Getting Creative with Housing

Student builds his own home in truck


Michael O’Mahony travels all over to different nature reserves in his home, a Dodge RAM. His favorite location, Yuma, Arizona.

Isaac Gutierrez, Managing Editor

In Southern California, where housing is scarce and pricey, some students have found alternatives.

“I thought to myself, ‘Well, why don’t I take the money it would cost to pay rent for one semester and put it into making something that’ll last longer?’” said Michael O’Mahony, a 21-year-old Cal State LA film student.

So, he worked at a movie theater to save up $2,000 then he and his dad spent one-and-a-half months during the summer to build a home in his Dodge Ram. O’Mahony said he loves the self-sufficiency, and fondly calls his truck the “little box that travels.”’

“Everything is hand-built, for the most part, except stuff I added on later, like my stove,” he said.

Although O’Mahony, who used to live in the dorms, chooses to live in his truck, a growing number of students and their families live in mobile housing because they have no other choice.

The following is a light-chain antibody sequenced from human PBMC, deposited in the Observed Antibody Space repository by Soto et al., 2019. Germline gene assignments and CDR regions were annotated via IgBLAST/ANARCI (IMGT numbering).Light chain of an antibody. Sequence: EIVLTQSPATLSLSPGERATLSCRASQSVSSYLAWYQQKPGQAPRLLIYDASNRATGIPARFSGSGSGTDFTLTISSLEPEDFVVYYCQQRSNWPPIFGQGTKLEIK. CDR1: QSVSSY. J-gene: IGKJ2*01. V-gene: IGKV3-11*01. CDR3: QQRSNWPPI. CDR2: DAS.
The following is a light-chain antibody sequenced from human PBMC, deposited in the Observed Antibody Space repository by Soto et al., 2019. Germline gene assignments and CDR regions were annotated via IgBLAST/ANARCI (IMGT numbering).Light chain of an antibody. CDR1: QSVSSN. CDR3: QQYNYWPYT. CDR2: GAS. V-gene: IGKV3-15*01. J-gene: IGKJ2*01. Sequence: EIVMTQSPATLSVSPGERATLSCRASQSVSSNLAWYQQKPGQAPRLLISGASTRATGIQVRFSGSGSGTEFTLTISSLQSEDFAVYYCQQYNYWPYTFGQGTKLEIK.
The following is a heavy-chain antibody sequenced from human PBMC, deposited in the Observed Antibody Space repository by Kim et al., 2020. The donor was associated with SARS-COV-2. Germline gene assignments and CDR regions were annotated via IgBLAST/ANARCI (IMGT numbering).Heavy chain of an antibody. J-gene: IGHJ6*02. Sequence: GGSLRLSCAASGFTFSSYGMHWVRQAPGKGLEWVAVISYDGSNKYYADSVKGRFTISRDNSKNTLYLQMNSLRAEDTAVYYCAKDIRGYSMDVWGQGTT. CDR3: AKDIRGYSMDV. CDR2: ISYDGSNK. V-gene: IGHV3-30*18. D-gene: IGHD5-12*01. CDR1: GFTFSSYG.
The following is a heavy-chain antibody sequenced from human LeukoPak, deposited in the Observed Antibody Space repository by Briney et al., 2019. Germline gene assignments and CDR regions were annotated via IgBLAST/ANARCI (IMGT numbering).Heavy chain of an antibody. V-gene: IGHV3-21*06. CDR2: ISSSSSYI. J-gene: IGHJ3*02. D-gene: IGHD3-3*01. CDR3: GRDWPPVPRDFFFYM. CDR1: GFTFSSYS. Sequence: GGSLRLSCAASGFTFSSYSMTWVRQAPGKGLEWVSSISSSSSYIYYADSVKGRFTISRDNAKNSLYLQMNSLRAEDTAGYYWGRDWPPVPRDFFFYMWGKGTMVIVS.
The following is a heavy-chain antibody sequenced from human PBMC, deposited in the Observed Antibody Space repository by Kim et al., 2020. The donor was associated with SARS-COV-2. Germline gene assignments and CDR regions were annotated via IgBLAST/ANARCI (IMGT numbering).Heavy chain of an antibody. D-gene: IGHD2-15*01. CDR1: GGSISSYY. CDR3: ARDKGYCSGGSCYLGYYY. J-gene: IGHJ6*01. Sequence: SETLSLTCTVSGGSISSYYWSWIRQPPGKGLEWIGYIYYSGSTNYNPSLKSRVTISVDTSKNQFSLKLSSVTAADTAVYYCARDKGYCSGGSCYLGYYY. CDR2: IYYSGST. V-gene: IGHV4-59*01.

In California colleges, the number of students experiencing homelessness is nearly one in every five — including about 2 percent who live in campers, according to a survey done in March 2019 by the Hope Center

The toughest part has been getting parking tickets when he was a housing as well as this semester: “I’ve been ticketed a few times. Parking here is relentless.” 

That may be so, but the bright spots outweigh the negative.  Aside from saving rent money, being able to go on road trips and spend time outdoors makes the trouble worth it. O’Mahony can literally drive to wherever he wants, his favorite destination being Arizona, live there a short while and come back whenever he needs to. 

When it comes to basic necessities, such as hygiene, O’Mahony has to be creative. He gets by thanks to student perks and being restricted on his diet.

“When I’m not traveling, I like to shower in the gym here at school or Planet Fitness,” said O’Mahony. “I can’t just eat fast food. My [truck] is too tall for drive-thrus [and] I can’t eat out past 10 p.m.” Saving money on utilities and food helps his budget throughout the semester. 

For leisure, a simple DVD player and some movies is all he needs. “Since I don’t have my own hotspot for internet, I’ve invested in a DVD player and when I have down time, I like to just chill and watch some of my favorite movies,” O’Mahony said. 

He said one of his top priorities after graduation is trying to sustain his nomadic lifestyle at that point and sharing his journey on social media to help others who are considering doing the same thing: “I’ve built this up over and over, learned from my mistakes and now I finally have something that works.”


This story was produced for JOUR 3910 University TImes.